As a pediatric oncology nurse practitioner at Memorial Sloan Kettering Cancer Center, Rachel Glincher is used to bearing witness to heartache and healing. But that didn’t make it any easier when Michael Harris broke her heart in 2018.

Ms. Glincher, 31, met Mr. Harris, 34, a strategic marketing director at Pfizer, on the dating app Hinge after what she estimated had been 1,000 first dates. “I did the New York City dating thing, where I was on all the dating apps,” she said. In December 2017, she matched with Mr. Harris. It took two months for them to arrange a date at the Pony Bar on Manhattan’s Upper East Side, where both lived within a few blocks of each other.

“It was only one drink, but we had a great time,” she said. “There was good banter and I left with a really good feeling about it.” A handful of equally successful dates at Manhattan restaurants and bars followed. And then came an unhappy surprise.

“On March 19, I got a text from him saying, ‘Hey, I think you’re great but I don’t feel any chemistry, so best of luck,’” she said. “I replied in the most civilized way I could. I said, ‘I feel quite the opposite, but of course it takes two. If you change your mind, please reach out.’”

Then she called her grandmother, Sandra Glincher, whom she calls Bubbie, in tears. “She said her famous, ‘What’s meant to be will be,’ and hung up.”

Her Bubbie was onto something. In April 2018, Ms. Glincher’s roommate moved out. She found a studio apartment to move into in the building next door to Mr. Harris’s. “It was totally coincidental, but I was hoping to bump into him,” she said. She did, frequently, when they were on their way to early-morning workouts, his at New York Sports Club and hers at Equinox.

“I’d get excited to see him, and he seemed excited to see me,” she said. “I invented a story in my head that he must have been dating someone else when we were dating, and it must have gotten serious.”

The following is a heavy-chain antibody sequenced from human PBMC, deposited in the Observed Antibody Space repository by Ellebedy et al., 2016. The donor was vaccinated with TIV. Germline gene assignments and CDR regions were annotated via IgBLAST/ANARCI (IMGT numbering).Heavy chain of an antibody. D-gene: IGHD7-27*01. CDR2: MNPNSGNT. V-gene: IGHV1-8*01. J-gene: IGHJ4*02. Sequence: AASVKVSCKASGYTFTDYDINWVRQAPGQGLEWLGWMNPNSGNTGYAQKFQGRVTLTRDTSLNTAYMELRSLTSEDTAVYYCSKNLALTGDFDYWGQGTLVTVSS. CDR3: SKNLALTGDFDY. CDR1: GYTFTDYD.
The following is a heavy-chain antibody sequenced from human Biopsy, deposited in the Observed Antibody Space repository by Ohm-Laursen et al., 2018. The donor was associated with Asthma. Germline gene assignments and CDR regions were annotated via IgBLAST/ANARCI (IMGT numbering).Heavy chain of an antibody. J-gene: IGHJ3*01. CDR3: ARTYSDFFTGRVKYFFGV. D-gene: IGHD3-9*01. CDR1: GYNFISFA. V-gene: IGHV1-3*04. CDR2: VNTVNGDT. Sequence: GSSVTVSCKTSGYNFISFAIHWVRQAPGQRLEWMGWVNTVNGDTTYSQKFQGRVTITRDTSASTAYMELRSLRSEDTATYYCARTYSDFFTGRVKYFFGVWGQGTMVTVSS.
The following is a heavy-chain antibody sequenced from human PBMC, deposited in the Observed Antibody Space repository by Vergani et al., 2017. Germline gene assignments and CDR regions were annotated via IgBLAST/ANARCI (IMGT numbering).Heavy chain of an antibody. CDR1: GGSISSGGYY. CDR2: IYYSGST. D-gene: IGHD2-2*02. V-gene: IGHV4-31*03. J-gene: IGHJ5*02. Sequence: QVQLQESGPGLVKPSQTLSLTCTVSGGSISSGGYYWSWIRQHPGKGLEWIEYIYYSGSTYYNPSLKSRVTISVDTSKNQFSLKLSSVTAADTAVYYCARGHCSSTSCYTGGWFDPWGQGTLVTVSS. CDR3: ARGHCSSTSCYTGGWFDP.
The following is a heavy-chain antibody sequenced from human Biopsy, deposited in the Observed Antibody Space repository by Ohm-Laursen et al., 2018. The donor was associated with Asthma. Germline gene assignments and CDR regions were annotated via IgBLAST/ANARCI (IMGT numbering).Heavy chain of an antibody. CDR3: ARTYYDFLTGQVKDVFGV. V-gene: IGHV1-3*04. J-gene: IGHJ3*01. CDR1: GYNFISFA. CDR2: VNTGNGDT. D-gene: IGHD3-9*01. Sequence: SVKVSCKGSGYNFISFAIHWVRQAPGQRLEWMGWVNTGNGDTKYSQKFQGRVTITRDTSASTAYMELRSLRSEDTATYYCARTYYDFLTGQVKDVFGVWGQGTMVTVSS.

Actually, seriousness had been what Mr. Harris was trying to avoid. When they met, he was just getting over a breakup with a long-term girlfriend.

“I knew I liked her, but I didn’t want to dive right into anything,” he said. But their frequent sidewalk chats eventually weakened his resolve. On June 27, he asked her out again. At Workshop, a neighborhood bar, he told her he hadn’t stopped thinking about her.

After bonding over a shared love of travel and mutual frugality — “We’re both incredibly cheap,” she said — they were engaged on July 25, 2019. They planned a May 31 wedding for more than 300 at Camp Pembroke, a summer camp in Pembroke, Mass., that Ms. Glincher attended while growing up. The coronavirus pandemic unraveled those plans. For a while, she was disconsolate. “I didn’t accept it at first.”

Finally, she did. On May 31, the couple toasted each other as their invited wedding guests watched over Zoom. But the actual wedding didn’t happen until July. On July 2, they saw a window of opportunity to make it official as the rate of new infections was slowing in New York and elsewhere in the Northeast. On July 5, they were married by Rabbi Suzanne Offit before 20 guests in her parents’ backyard in Sharon, Mass.

Ms. Glincher wore a tie-dye dress from Wai-Chang. Mr. Harris, in much less formal attire, earned the envy of friends. “They’re all jealous I got to wear shorts,” he said. “I told them, ‘Just plan your wedding only 72 hours in advance and almost anything goes.’”



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